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nuwuforever
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Joined: 16 Jul 2010
Posts: 96
Location: Keizer, OR
Expertise: I love coffee

Espresso: Rio Junior HX
Grinder: Nemox lux w/stepless...
Posted Fri Sep 20, 2013, 12:39pm
Subject: Re: pressure profiling with vibe pump
 

I know the original topic is over a year old, but I'm trying to do the dimmer mod to my Oscar.  I have the exact same dimmer switch the OP installed, yet my results are really frustrating.  Two things: I'm only getting control from about the last 30% of the dimmer's range, and it's extremely sensitive.  If I go below this, the pump stalls out.  2nd, as I was calibrating my pressure, I had finally dialed in to 9 bar, but then the heating element kicked on and suddenly my pressure dropped to 5.5 bar.  That's a lot!  I'm wondering if this mod is even worth it on an Oscar, with these results.

Any Ideas?
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calblacksmith
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calblacksmith
Joined: 25 Nov 2007
Posts: 7,745
Location: Riverside, Ca, U.S.A.
Expertise: I live coffee

Espresso: ECM Vene. A1, La Cimbali M32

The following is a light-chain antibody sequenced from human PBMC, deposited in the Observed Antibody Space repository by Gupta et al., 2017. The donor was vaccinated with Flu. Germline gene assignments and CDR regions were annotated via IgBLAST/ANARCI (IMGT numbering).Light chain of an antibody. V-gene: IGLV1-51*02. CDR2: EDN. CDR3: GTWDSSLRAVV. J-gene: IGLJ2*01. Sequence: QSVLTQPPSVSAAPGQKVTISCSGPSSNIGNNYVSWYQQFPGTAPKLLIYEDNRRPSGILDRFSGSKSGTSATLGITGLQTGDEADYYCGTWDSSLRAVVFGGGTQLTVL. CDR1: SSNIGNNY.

Grinder: Azkoyen Capriccio, Major
Vac Pot: 40s era Silex
Drip: Msl. Com. brewers
Roaster: gave it a try, decided no
Posted Fri Sep 20, 2013, 1:05pm
Subject: Re: pressure profiling with vibe pump
 

I would not do it but there is nothing wrong with playing with it I guess.
My personal opinion, a vibe pump should not be on a dimmer. I have seen a way to slow it down by changing the frequency of the AC to it VS lowering the voltage. I think full voltage and slower frequency is the way to go. However, that takes a bit of electrical know how and circuit design so it is not for everyone, or even a fraction of the reading audience.

 
In real life, my name is
Wayne P.
Anything I post is personal opinion and is only worth as much as anyone else's personal opinion. YMMV!